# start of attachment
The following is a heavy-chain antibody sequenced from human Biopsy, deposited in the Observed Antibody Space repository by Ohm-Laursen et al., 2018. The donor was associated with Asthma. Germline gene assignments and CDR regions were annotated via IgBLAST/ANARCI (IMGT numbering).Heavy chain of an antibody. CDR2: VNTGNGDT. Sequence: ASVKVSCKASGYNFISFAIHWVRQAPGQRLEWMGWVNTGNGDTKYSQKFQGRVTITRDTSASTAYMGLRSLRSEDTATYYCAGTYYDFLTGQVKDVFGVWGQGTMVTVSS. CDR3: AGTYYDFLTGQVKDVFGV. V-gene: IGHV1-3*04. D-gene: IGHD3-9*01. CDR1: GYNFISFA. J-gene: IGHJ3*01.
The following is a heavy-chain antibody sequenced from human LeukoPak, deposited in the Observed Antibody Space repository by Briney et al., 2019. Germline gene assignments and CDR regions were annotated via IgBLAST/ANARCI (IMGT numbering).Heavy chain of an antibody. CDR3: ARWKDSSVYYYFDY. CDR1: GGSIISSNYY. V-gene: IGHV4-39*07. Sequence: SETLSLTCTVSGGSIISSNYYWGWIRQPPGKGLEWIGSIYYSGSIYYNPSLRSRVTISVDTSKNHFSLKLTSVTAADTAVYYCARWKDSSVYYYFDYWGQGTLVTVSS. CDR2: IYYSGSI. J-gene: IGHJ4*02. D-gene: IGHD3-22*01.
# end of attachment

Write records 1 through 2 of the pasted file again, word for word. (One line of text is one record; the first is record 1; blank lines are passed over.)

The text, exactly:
The following is a heavy-chain antibody sequenced from human Biopsy, deposited in the Observed Antibody Space repository by Ohm-Laursen et al., 2018. The donor was associated with Asthma. Germline gene assignments and CDR regions were annotated via IgBLAST/ANARCI (IMGT numbering).Heavy chain of an antibody. CDR2: VNTGNGDT. Sequence: ASVKVSCKASGYNFISFAIHWVRQAPGQRLEWMGWVNTGNGDTKYSQKFQGRVTITRDTSASTAYMGLRSLRSEDTATYYCAGTYYDFLTGQVKDVFGVWGQGTMVTVSS. CDR3: AGTYYDFLTGQVKDVFGV. V-gene: IGHV1-3*04. D-gene: IGHD3-9*01. CDR1: GYNFISFA. J-gene: IGHJ3*01.
The following is a heavy-chain antibody sequenced from human LeukoPak, deposited in the Observed Antibody Space repository by Briney et al., 2019. Germline gene assignments and CDR regions were annotated via IgBLAST/ANARCI (IMGT numbering).Heavy chain of an antibody. CDR3: ARWKDSSVYYYFDY. CDR1: GGSIISSNYY. V-gene: IGHV4-39*07. Sequence: SETLSLTCTVSGGSIISSNYYWGWIRQPPGKGLEWIGSIYYSGSIYYNPSLRSRVTISVDTSKNHFSLKLTSVTAADTAVYYCARWKDSSVYYYFDYWGQGTLVTVSS. CDR2: IYYSGSI. J-gene: IGHJ4*02. D-gene: IGHD3-22*01.